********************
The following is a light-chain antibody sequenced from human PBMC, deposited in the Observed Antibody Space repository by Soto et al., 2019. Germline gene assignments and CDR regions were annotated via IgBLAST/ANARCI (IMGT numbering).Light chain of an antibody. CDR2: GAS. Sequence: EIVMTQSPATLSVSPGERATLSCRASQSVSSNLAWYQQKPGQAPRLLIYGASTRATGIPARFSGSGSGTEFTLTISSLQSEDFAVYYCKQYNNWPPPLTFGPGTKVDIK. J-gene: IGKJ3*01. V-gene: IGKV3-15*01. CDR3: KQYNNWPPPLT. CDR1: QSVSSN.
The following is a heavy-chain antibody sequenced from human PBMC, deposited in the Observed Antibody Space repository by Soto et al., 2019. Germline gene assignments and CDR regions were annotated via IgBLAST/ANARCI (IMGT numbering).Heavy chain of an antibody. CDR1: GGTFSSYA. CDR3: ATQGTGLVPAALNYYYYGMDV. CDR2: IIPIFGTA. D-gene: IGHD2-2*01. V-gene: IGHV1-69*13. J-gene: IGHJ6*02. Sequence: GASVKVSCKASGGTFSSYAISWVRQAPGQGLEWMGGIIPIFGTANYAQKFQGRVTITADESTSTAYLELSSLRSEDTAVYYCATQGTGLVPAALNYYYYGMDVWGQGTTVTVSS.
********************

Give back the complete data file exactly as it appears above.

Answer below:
The following is a light-chain antibody sequenced from human PBMC, deposited in the Observed Antibody Space repository by Soto et al., 2019. Germline gene assignments and CDR regions were annotated via IgBLAST/ANARCI (IMGT numbering).Light chain of an antibody. CDR2: GAS. Sequence: EIVMTQSPATLSVSPGERATLSCRASQSVSSNLAWYQQKPGQAPRLLIYGASTRATGIPARFSGSGSGTEFTLTISSLQSEDFAVYYCKQYNNWPPPLTFGPGTKVDIK. J-gene: IGKJ3*01. V-gene: IGKV3-15*01. CDR3: KQYNNWPPPLT. CDR1: QSVSSN.
The following is a heavy-chain antibody sequenced from human PBMC, deposited in the Observed Antibody Space repository by Soto et al., 2019. Germline gene assignments and CDR regions were annotated via IgBLAST/ANARCI (IMGT numbering).Heavy chain of an antibody. CDR1: GGTFSSYA. CDR3: ATQGTGLVPAALNYYYYGMDV. CDR2: IIPIFGTA. D-gene: IGHD2-2*01. V-gene: IGHV1-69*13. J-gene: IGHJ6*02. Sequence: GASVKVSCKASGGTFSSYAISWVRQAPGQGLEWMGGIIPIFGTANYAQKFQGRVTITADESTSTAYLELSSLRSEDTAVYYCATQGTGLVPAALNYYYYGMDVWGQGTTVTVSS.